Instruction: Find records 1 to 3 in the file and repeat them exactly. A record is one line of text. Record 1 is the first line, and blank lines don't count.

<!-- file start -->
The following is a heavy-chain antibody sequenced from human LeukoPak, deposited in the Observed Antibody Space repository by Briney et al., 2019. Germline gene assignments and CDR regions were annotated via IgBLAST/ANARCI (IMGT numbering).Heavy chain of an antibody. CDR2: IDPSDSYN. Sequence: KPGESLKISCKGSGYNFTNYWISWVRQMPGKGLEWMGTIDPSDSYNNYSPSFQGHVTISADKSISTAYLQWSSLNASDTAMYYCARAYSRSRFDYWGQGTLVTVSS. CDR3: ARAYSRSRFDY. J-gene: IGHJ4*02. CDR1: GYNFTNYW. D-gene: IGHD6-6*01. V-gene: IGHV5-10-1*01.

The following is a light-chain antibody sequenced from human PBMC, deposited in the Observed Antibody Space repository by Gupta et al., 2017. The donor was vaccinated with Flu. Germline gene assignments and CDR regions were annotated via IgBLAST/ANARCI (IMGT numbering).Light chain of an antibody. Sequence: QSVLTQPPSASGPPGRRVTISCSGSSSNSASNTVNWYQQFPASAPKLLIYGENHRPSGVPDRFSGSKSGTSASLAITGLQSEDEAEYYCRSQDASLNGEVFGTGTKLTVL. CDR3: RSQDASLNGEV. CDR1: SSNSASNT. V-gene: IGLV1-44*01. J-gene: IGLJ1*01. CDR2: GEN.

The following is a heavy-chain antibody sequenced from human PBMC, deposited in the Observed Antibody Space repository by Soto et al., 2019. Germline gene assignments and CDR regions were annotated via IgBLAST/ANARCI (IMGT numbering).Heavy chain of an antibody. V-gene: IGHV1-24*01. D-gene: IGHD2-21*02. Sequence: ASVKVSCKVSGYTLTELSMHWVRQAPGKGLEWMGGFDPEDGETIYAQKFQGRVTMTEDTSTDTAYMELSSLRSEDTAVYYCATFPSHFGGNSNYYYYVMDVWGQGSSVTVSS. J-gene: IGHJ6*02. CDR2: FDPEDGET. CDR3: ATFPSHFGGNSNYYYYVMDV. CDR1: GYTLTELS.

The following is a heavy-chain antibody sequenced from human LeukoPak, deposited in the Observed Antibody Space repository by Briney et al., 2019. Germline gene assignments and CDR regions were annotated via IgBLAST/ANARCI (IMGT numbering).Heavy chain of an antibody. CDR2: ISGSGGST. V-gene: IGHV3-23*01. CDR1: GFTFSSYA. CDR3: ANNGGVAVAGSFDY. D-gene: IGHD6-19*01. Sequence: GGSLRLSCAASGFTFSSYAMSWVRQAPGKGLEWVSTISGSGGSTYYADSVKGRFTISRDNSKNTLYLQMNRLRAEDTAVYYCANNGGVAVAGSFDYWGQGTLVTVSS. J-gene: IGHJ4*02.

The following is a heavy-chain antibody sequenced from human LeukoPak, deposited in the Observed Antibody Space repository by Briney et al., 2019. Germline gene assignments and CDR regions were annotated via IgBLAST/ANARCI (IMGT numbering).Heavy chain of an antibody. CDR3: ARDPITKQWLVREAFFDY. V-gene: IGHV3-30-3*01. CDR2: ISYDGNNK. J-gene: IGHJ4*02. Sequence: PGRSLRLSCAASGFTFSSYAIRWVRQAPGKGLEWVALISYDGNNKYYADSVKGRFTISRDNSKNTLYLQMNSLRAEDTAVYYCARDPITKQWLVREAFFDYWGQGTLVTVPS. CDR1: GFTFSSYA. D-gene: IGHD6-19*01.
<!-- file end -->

The following is a heavy-chain antibody sequenced from human LeukoPak, deposited in the Observed Antibody Space repository by Briney et al., 2019. Germline gene assignments and CDR regions were annotated via IgBLAST/ANARCI (IMGT numbering).Heavy chain of an antibody. CDR2: IDPSDSYN. Sequence: KPGESLKISCKGSGYNFTNYWISWVRQMPGKGLEWMGTIDPSDSYNNYSPSFQGHVTISADKSISTAYLQWSSLNASDTAMYYCARAYSRSRFDYWGQGTLVTVSS. CDR3: ARAYSRSRFDY. J-gene: IGHJ4*02. CDR1: GYNFTNYW. D-gene: IGHD6-6*01. V-gene: IGHV5-10-1*01.

The following is a light-chain antibody sequenced from human PBMC, deposited in the Observed Antibody Space repository by Gupta et al., 2017. The donor was vaccinated with Flu. Germline gene assignments and CDR regions were annotated via IgBLAST/ANARCI (IMGT numbering).Light chain of an antibody. Sequence: QSVLTQPPSASGPPGRRVTISCSGSSSNSASNTVNWYQQFPASAPKLLIYGENHRPSGVPDRFSGSKSGTSASLAITGLQSEDEAEYYCRSQDASLNGEVFGTGTKLTVL. CDR3: RSQDASLNGEV. CDR1: SSNSASNT. V-gene: IGLV1-44*01. J-gene: IGLJ1*01. CDR2: GEN.

The following is a heavy-chain antibody sequenced from human PBMC, deposited in the Observed Antibody Space repository by Soto et al., 2019. Germline gene assignments and CDR regions were annotated via IgBLAST/ANARCI (IMGT numbering).Heavy chain of an antibody. V-gene: IGHV1-24*01. D-gene: IGHD2-21*02. Sequence: ASVKVSCKVSGYTLTELSMHWVRQAPGKGLEWMGGFDPEDGETIYAQKFQGRVTMTEDTSTDTAYMELSSLRSEDTAVYYCATFPSHFGGNSNYYYYVMDVWGQGSSVTVSS. J-gene: IGHJ6*02. CDR2: FDPEDGET. CDR3: ATFPSHFGGNSNYYYYVMDV. CDR1: GYTLTELS.